Answered By: Timothy Grasso Last Updated: Dec 06, 2018 Views: 1112
A. In the Catalog, you can either search by title (e.g. The Gospel of Luke) or set (e.g. Ancient Christian Commentary on Scripture). General keyword/subject searches are usually conducted by typing the biblical book title followed by the word "commentary," (e.g. Jonah commentary, or Gospel of John commentary).
To find the electronic version of a commentary, search the library catalog, then:
- Click the "eBook" and "Fuller Libraries" boxes in the left filter menu. The search result will now only display Fuller eBooks.
- Click on the title of the book.
- Click the "view eBook" link. (If the link does not work, or takes you to the wrong title, click "report a broken link" to the right of the eBook link under "availability".)
- If you access off-campus, you will be prompted to provide your Fuller ID user name and password.
- You can either read the book on screen by clicking on eBook Full Text, or read on your computer using Adobe Digital Editions (available for free download at http://www.adobe.com/products/digital-editions/download.html). Many eBook sites (e.g EBSCO) will require you to create a personal account and login in order to download an eBook.
- Many eBooks give a checkout limit of 1-7 days when downloading the entire eBook. We cannot extend this limit, but you are welcome to check the eBook out again as many times as you would like. A smaller number of eBooks may have concurrent download usage limits. You will be notified if an eBook has reached its limit, but you will always be able to view it online. Please check back later for download access.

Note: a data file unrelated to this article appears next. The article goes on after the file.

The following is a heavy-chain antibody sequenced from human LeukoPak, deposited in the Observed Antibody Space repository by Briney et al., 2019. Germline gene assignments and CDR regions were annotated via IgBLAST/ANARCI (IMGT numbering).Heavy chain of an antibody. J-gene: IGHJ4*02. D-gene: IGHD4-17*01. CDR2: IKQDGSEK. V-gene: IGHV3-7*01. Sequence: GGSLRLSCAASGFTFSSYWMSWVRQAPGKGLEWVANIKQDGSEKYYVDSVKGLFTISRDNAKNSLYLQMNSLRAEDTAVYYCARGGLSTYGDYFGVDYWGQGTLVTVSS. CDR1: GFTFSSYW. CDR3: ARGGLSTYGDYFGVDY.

B. An alternate method is to search some of our eBook database collections directly. While the eBook commentaries should also be linked to the catalog, searching individual databases can narrow the scope of your search. We recommend searching ProQuest eBook Central and EBSCO eBook academic.
On the complete database page, you will also find the Hermeneia commentary database and Ministry Matters, containing the New Interpreter's Bible Commentary as well as the Abingdon New and Old Testament commentaries. Credo Reference and Oxford Reference are additional databases with scholarly companions and contextual reference works (bible dictionaries and encyclopedias) relevant to biblical studies.
- Please note: Unfortunately, some of the more popular commentaries (i.e. Word Biblical Commentary, NIGTC, Anchor Bible etc.) are not readily available to purchase as eBooks, or are prohibitively expensive. If you are a non-Pasadena student, please see our Library Services for Online Users libguide for more information on access alternatives for Fuller owned print books.
- thank's a lot